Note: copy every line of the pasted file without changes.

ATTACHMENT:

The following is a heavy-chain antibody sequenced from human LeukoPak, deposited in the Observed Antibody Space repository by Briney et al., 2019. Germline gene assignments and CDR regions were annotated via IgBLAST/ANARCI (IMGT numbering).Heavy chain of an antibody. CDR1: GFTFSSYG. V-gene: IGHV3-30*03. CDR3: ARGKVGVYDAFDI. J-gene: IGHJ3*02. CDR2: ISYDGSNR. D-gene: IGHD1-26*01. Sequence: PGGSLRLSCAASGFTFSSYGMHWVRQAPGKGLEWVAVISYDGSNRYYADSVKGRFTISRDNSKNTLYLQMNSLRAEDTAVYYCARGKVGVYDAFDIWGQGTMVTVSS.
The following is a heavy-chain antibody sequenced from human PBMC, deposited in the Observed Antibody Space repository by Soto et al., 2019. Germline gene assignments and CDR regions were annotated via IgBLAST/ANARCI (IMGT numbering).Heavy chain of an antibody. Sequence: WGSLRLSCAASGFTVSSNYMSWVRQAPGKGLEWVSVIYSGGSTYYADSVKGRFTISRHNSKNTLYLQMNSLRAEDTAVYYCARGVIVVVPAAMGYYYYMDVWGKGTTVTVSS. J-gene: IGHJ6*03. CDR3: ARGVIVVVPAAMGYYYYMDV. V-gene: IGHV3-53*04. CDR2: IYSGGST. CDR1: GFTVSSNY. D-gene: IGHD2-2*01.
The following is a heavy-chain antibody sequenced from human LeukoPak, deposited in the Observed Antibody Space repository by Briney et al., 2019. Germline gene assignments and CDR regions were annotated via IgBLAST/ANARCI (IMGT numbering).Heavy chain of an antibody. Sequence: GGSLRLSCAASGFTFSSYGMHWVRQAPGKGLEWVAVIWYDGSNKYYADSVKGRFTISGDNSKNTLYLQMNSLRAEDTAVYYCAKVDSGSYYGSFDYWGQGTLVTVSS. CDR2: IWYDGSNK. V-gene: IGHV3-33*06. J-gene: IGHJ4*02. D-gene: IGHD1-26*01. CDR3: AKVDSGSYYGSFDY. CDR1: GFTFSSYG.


The following is a heavy-chain antibody sequenced from human LeukoPak, deposited in the Observed Antibody Space repository by Briney et al., 2019. Germline gene assignments and CDR regions were annotated via IgBLAST/ANARCI (IMGT numbering).Heavy chain of an antibody. CDR1: GFTFSSYG. V-gene: IGHV3-30*03. CDR3: ARGKVGVYDAFDI. J-gene: IGHJ3*02. CDR2: ISYDGSNR. D-gene: IGHD1-26*01. Sequence: PGGSLRLSCAASGFTFSSYGMHWVRQAPGKGLEWVAVISYDGSNRYYADSVKGRFTISRDNSKNTLYLQMNSLRAEDTAVYYCARGKVGVYDAFDIWGQGTMVTVSS.
The following is a heavy-chain antibody sequenced from human PBMC, deposited in the Observed Antibody Space repository by Soto et al., 2019. Germline gene assignments and CDR regions were annotated via IgBLAST/ANARCI (IMGT numbering).Heavy chain of an antibody. Sequence: WGSLRLSCAASGFTVSSNYMSWVRQAPGKGLEWVSVIYSGGSTYYADSVKGRFTISRHNSKNTLYLQMNSLRAEDTAVYYCARGVIVVVPAAMGYYYYMDVWGKGTTVTVSS. J-gene: IGHJ6*03. CDR3: ARGVIVVVPAAMGYYYYMDV. V-gene: IGHV3-53*04. CDR2: IYSGGST. CDR1: GFTVSSNY. D-gene: IGHD2-2*01.
The following is a heavy-chain antibody sequenced from human LeukoPak, deposited in the Observed Antibody Space repository by Briney et al., 2019. Germline gene assignments and CDR regions were annotated via IgBLAST/ANARCI (IMGT numbering).Heavy chain of an antibody. Sequence: GGSLRLSCAASGFTFSSYGMHWVRQAPGKGLEWVAVIWYDGSNKYYADSVKGRFTISGDNSKNTLYLQMNSLRAEDTAVYYCAKVDSGSYYGSFDYWGQGTLVTVSS. CDR2: IWYDGSNK. V-gene: IGHV3-33*06. J-gene: IGHJ4*02. D-gene: IGHD1-26*01. CDR3: AKVDSGSYYGSFDY. CDR1: GFTFSSYG.